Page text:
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6 Classic Albums That Deserve Documentaries: Weezer, the Strokes and more

by Joey DeGroot   Apr 13, 2014 20:18 PM EDT

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Some of my favorite types of films to watch are music documentaries, and with the premiere of Time is Illmatic, a film about the classic Nas LP Illmatic (in my opinion, the greatest rap album ever made), I started thinking about what other incredible albums deserve to have their stories told. Here are six classic album documentaries I'd like to see.

1. Captain Beefheart - Trout Mask Replica (1969)

Though Captain Beefheart's weirdo blues album Trout Mask Replica took only a few days to record (the instrumental tracks for all 28 songs were recorded in just six hours), the eight-month preparation period was more akin to a prison sentence than a rehearsal, with Beefheart refusing to let any band members leave their tiny house. A documentary about the album would essentially be the Burden of Dreams of rock music.

 2. The Cure - Disintegration (1989)

Disintegration is Robert Smith's Pet Sounds; it was the album he absolutely had to make at that moment in his life, and one of the rare conscious attempts to create a masterpiece that actually succeeds. Much like the Wilco documentary I Am Trying to Break Your Heart, a film about Disintegration would tell the story of an album that was thought to be too extreme for the mainstream, but ended up being the band's biggest commercial and critical success.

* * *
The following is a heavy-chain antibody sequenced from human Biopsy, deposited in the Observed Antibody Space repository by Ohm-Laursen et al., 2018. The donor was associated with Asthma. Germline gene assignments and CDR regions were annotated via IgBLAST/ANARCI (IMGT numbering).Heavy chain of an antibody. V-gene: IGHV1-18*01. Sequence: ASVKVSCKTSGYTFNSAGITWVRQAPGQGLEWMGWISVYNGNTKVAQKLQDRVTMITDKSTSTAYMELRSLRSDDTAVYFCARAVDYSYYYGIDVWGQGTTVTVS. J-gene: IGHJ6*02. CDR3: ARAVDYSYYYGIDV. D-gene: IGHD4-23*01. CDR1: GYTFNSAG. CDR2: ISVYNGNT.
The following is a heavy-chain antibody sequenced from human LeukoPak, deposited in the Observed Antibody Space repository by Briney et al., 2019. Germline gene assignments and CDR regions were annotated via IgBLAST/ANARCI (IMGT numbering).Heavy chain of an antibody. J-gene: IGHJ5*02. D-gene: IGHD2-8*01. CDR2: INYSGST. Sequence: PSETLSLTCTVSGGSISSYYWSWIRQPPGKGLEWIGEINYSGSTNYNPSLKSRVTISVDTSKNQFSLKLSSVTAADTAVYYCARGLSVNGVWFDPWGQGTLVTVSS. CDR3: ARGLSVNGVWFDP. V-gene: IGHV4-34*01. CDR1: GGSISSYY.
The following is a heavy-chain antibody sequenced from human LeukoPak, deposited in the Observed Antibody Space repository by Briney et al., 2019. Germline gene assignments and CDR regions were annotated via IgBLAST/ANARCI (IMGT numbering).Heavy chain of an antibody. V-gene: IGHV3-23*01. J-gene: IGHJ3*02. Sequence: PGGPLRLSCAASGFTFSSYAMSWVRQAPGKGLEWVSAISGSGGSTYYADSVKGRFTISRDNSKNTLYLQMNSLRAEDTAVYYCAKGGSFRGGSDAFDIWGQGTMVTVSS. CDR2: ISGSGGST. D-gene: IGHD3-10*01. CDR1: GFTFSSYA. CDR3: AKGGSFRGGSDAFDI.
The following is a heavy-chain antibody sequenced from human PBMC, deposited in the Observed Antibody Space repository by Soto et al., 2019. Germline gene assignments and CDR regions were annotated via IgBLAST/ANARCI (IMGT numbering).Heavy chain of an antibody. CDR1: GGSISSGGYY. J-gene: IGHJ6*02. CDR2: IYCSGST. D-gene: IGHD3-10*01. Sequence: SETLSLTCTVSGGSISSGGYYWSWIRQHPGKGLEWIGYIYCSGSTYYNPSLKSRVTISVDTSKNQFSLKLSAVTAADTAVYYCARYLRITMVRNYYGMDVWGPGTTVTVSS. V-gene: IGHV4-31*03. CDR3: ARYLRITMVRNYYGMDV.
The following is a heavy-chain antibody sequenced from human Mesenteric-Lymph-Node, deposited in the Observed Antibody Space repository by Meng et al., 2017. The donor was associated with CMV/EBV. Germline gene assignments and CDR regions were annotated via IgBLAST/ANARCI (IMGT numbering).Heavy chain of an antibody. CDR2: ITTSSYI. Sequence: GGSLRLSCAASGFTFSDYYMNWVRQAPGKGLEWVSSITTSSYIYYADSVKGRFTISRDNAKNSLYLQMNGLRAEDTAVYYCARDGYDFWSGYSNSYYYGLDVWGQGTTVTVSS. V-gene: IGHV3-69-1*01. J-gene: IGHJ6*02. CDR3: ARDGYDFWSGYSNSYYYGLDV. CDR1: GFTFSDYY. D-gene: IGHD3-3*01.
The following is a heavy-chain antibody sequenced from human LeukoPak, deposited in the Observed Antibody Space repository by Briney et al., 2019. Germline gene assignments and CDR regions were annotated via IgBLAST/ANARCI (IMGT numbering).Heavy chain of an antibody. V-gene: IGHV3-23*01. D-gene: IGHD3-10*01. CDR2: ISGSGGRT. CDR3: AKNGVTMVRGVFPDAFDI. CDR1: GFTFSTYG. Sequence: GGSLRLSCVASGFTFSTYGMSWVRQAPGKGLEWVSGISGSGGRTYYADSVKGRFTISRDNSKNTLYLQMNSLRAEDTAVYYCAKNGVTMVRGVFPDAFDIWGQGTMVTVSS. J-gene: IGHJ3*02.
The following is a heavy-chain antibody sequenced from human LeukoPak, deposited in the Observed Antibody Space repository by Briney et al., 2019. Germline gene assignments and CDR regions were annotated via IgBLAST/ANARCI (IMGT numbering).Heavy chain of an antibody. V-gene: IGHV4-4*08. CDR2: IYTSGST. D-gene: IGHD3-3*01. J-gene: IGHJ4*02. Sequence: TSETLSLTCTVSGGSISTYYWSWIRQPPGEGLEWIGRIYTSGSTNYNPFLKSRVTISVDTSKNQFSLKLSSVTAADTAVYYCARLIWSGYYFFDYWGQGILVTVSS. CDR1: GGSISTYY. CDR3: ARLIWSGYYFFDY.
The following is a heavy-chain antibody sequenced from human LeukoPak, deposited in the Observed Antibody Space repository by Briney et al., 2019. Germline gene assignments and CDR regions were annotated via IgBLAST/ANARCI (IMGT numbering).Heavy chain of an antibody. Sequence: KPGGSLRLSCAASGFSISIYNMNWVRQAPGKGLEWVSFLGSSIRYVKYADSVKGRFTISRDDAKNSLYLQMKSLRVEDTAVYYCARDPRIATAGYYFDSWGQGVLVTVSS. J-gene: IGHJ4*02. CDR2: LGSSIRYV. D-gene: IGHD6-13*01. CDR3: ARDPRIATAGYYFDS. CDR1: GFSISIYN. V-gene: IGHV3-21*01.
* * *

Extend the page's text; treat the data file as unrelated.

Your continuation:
3. Weezer - Pinkerton (1996)

There are plenty of fans that will argue that Pinkerton is even better than Weezer's debut, but the story surrounding Pinkerton is totally bizarre. The album was written while frontman Rivers Cuomo was attending Harvard and was originally planned as a sci-fi rock opera called Songs from the Black Hole, but that idea was scrapped and never revisited. Lost albums are always fascinating subjects, and would be a great story for a documentary.

4. Neutral Milk Hotel - In the Aeroplane Over the Sea (1998)

As I've written about before, Neutral Milk Hotel inspires a cult-like devotion amongst its fans, largely in part to its second LP In the Aeroplane Over the Sea. Though it would be interesting to see how the album was written and recorded, the feverish devotion that the album inspires would be even more fascinating, and even potentially disturbing.

5. The Strokes - Is This It (2001)

When the Strokes broke into the mainstream with Is This It, plenty of music critics celebrated "the return of rock & roll," but enough time has passed to realize that the Strokes didn't resurrect rock & roll as much as it gave birth to 21st century indie rock and "hipster" culture. Is This It has plenty of great songs, but its influence spread even further than its music.

6. Radiohead - In Rainbows (2007)

The music industry had already been declining since the turn of the century, but Radiohead ensured that it would never bounce back when it released In Rainbows in 2007. Though musically the album is an absolute classic, its unusual release, with little promotion and no fixed price, showed the world that a band could successfully release its music to its fans without a middleman. A documentary on In Rainbows would be as much about the music as it is about the way it changed the business.

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